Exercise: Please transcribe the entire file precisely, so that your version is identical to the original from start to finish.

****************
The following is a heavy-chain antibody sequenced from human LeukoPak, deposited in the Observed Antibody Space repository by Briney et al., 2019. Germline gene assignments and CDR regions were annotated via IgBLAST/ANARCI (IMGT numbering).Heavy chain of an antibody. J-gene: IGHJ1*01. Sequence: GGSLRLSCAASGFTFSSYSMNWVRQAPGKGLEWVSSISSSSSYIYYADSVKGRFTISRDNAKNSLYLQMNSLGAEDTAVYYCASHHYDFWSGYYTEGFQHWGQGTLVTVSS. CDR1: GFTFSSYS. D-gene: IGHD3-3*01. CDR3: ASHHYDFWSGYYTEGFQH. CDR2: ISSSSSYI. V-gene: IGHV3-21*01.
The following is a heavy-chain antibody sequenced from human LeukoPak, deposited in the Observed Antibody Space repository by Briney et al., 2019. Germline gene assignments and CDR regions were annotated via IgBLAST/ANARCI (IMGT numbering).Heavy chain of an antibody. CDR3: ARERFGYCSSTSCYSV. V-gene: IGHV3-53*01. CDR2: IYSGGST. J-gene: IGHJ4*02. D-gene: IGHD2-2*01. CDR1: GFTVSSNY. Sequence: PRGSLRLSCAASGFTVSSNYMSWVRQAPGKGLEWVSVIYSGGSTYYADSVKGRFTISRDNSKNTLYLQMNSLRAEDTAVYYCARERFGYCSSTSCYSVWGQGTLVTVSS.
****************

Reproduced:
The following is a heavy-chain antibody sequenced from human LeukoPak, deposited in the Observed Antibody Space repository by Briney et al., 2019. Germline gene assignments and CDR regions were annotated via IgBLAST/ANARCI (IMGT numbering).Heavy chain of an antibody. J-gene: IGHJ1*01. Sequence: GGSLRLSCAASGFTFSSYSMNWVRQAPGKGLEWVSSISSSSSYIYYADSVKGRFTISRDNAKNSLYLQMNSLGAEDTAVYYCASHHYDFWSGYYTEGFQHWGQGTLVTVSS. CDR1: GFTFSSYS. D-gene: IGHD3-3*01. CDR3: ASHHYDFWSGYYTEGFQH. CDR2: ISSSSSYI. V-gene: IGHV3-21*01.
The following is a heavy-chain antibody sequenced from human LeukoPak, deposited in the Observed Antibody Space repository by Briney et al., 2019. Germline gene assignments and CDR regions were annotated via IgBLAST/ANARCI (IMGT numbering).Heavy chain of an antibody. CDR3: ARERFGYCSSTSCYSV. V-gene: IGHV3-53*01. CDR2: IYSGGST. J-gene: IGHJ4*02. D-gene: IGHD2-2*01. CDR1: GFTVSSNY. Sequence: PRGSLRLSCAASGFTVSSNYMSWVRQAPGKGLEWVSVIYSGGSTYYADSVKGRFTISRDNSKNTLYLQMNSLRAEDTAVYYCARERFGYCSSTSCYSVWGQGTLVTVSS.